Should you settle for a high interest rate on an auto loan, or are there better financing options? That’s what we’re looking at this week.
Each Monday we’re tackling one of your pressing personal finance questions by asking a handful of money experts for their advice. If you have a general question or money concern, or just want to talk about something PeFi-related, leave it in the comments or email me at email@example.com.
This week’s question is from anonymous:
I have a credit score in the low 600s and just totaled my old car in an accident. Need a new-to-me ride. Lowest interest rate I have qualified for so far is 13.74 percent! I’ve asked around to a few family members and no one is able to co-sign. Any advice on getting a lower rate? Or do I take it and hope to refinance in a few years? Or do I try to get a lease? Or something totally different? I will be getting $1,200 in settlement from total loss. Live in MD (if that matters).
My stats: separated (divorce starting in the fall), two boys 16 and 13 (so looking at higher auto insurance and college soon), income $50,000.
This is what individual experts have to say generally about an issue that affects each person differently—if you want personalized advice you should see a financial planner.
There Are Plenty of Financing Options
A 13-plus percent APR certainly isn’t ideal, but it also doesn’t seem completely out of line, given your credit score, according to Greg McBride, Bankrate’s chief financial analyst. But you can look beyond your dealer for financing options—a bank, credit union or online lender may offer a lower interest rate.
“Given the uncertainty as to your post-divorce financial situation, credit and budget in particular, there is no guarantee of being able to refinance at a better rate later,” says McBride. “I’d caution against taking a high rate loan and just assuming you can get out from under it in another year or two—it’s possible, but you’d be stuck with 13.74 percent in the meantime.”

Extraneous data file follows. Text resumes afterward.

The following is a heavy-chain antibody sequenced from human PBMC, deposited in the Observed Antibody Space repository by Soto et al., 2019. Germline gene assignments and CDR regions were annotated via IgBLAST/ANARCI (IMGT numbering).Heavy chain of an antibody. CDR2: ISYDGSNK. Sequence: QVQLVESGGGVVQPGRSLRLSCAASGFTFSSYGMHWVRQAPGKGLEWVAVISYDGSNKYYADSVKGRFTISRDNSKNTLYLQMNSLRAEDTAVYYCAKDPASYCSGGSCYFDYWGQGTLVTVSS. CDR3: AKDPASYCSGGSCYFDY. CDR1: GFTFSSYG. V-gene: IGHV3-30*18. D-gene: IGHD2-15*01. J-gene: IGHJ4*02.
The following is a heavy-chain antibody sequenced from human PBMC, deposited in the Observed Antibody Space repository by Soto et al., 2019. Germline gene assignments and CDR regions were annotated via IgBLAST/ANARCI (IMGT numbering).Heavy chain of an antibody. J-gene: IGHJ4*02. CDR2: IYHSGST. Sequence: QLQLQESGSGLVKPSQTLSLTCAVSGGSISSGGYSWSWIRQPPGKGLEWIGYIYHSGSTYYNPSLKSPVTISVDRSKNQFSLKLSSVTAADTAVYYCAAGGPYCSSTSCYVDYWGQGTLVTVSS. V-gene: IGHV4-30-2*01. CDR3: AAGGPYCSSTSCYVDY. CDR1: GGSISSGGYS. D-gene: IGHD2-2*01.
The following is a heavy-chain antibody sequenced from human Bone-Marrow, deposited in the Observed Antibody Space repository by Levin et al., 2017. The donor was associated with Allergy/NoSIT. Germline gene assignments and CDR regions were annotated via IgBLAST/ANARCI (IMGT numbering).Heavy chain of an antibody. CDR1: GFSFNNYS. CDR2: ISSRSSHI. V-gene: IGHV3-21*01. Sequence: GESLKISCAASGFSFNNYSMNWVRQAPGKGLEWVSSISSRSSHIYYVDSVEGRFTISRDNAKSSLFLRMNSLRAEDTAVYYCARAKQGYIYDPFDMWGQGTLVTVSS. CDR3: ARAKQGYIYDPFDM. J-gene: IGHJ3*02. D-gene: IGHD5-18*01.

If you’re going with the dealer, Matt Jones, senior consumer advice editor for Edmunds, says you have a few different options that could potentially get you a better deal. You could buy a new car on a special sale (summer clearance sales are about to start, after all), or one that’s being replaced with a newer model. Dealers will give you a better deal so they can move inventory.
“In some cases, buying a new car can net you a lower monthly payment than a used car, once all the rebates and incentives are factored in,” says Jones. “And because interest rates tend to be lower on new cars than used cars, sometimes the better money is spent buying new.”
He gives this example:
A $17,000 loan on a used car at 13.75 percent gets you a payment of $394. A $20,000 loan for a new car at seven percent gets a payment of $397. It is very possible to buy a great new car for $20,000, and the average APR for your [credit] range hovers right around seven percent.
You may also be able to lease a car for the lowest upfront cost of any of the options listed. “Since the car will be brand new, no need to worry about upkeep costs, because you’ll be under warranty,” says Jones.
That said, you typically need a higher credit score to qualify for a lease. That’s why McBride and Jones say your best option is to use that $1,200 settlement as a down payment on a cheaper, used car. You may be able to look to peer-to-peer lending to get a loan, and your down payment will help mitigate the high interest rate levied. Plus, you’ll likely be able to refinance this way.
“Buy the cheapest used car that will do the job and you feel comfortable with,” says Jones. “The less expensive the car, the lower the interest charges. And if you pay the car off quickly, you’ll also reduce your overall interest charges.”
Staying on top of your payments will also likely increase your credit score, which means you’ll get a better rate in the future, should you need to buy a car again. Good luck!